Tag Archives: detective

Staging a Mystery: Nero Wolfe Comes to the Midwest (by Linda Landrigan)

E.J. Subkoviak as Nero Wolfe; photo by Park Square Theatre.

Recently I had the pleasure of attending the premier of “Might as Well Be Dead,” a new play by AHMM contributor Joseph Goodrich. The play, produced by the Park Square Theatre in St. Paul, Minnesota, is an adaptation of the novel of the same name by Rex Stout.

Naturally, the story features Stout’s famous sleuths, the corpulent Nero Wolfe and his wise-cracking right-hand man, Archie Goodwin. We fans love these books for the lively writing, the bantering dialogue, and the vivid characters. I’m happy to say that Joe captured these dynamics nicely in his adaptation.

Adapting any novel-length work to the stage is necessarily an exercise in condensation, which Joe and the director, Peter Moore, handled beautifully. As Joe later explained, because the novel is so plot driven, it was essential that the story of the play “take off like a bullet,” and not flag from there.

This production featured a single main set—Nero Wolfe’s office—with side wings where a handful of off-site scenes were staged. On several occasions, characters addressed the audience directly, which also helped to keep things moving. In this production, most of the actors doubled up on roles, though I didn’t catch on to this until well into the second act. (I prefer to think of this as a tribute to the actors’ skills, rather than a comment on my observational skills.)

It’s interesting to note that the Park Square Theatre has a special group of supporters—the Mystery Writers Producers’ Club—who encourage and support the bringing of mystery plays to the stage.

I attended the play as part of a program organized by the Wolfe Pack, AHMM’s partner in sponsoring the Black Orchid Novella Award. Members from around the country converged for a fun weekend that also included the post performance party with the cast and crew, brunch the next day with the playwright, director, and members from the cast, and a book discussion. It was a terrific time-out to meet new friends who share a passion for the inimitable Nero Wolfe and Archie Goodwin.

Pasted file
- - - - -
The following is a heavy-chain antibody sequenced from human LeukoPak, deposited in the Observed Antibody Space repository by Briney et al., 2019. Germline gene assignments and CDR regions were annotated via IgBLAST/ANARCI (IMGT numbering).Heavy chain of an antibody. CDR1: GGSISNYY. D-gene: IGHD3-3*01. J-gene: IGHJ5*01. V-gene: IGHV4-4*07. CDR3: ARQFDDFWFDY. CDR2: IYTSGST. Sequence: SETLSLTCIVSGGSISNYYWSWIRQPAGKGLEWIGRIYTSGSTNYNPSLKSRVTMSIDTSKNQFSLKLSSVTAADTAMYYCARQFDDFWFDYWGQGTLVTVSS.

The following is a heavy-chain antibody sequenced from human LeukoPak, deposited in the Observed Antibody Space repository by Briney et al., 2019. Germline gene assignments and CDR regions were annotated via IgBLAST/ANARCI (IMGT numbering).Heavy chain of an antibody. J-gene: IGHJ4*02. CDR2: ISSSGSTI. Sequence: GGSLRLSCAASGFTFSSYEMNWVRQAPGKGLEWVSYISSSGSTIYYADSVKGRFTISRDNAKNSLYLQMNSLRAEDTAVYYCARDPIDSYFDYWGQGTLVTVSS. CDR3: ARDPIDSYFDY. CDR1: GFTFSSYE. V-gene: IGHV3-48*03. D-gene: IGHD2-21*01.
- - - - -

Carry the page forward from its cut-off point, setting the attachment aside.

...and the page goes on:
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Strength of Character (March/April 2017)

Crime is character building, at least in crime fiction, because it is characters, their dark psychologies and questionable motivations, that drive compelling stories—as the tales in this issue amply demonstrate.

What compels a model prisoner, in Tony Richards’s “Magpie Man,” to burst out of jail just before he is to be lawfully released? What motivates a desperate woman, in Dale Berry’s graphic story “Dead Air,” to strike up a conversation with a radio DJ? Why does a detective, in Wayne J. Gardiner’s “Bygones,” return home for the funeral of his high-school adversary?

Interpersonal entanglements complicate Charles John Harper’s police procedural “The Echoes.” A man seeking invisibility is driven from the dangerous shadows in Bob Tippee’s “Underground Above Ground.” Susan Oleksiw’s “How Do You Know What You Want” is a poignant story of a teen in foster care and the woman who tries to connect with her, and Martin Limón’s P.I. Il Yong pursues a case that takes him to the remote reaches of the Himalayas, where survival may depend on the uncertain kindness of othes, in “hominid.”

Social institutions and conventions are questioned in Alan E. Foulds’ “Razor’s Edge” when a reporter revisits a long-ago cold case, and in Mitch Alderman’s “Bleak Future” when P.I. Bubba Simms looks into extortion among central Florida’s genteel society. An old injustice gets a fresh look in “Rough-Hewn Retribution,” Nancy Pauline Simpson’s historical set in the early twentieth century South. A homicide detective and suspect match wits in the interview room in Chris Knopf’s “A Little Cariñoso.” And a land dispute is complicated—and deadly—in Gilbert M. Stack’s British historical whodunit “Greed.”

Watch out, these complicated characters will steal your attention—and perhaps your sympathy.

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How I Came to Write “The Hawaii Murder Case” by Terence Faherty

 

Terence Faherty is the author of The Quiet Woman as well as the Owen Keane and Scott Elliott mystery series. His recent short-story collection Tales of the Star Republic is available from Gisbourne Press. Here he talks about the inspiration behind and the writing of his story “The Hawaii Murder Case” from the January/February 2017 issue of AHMM.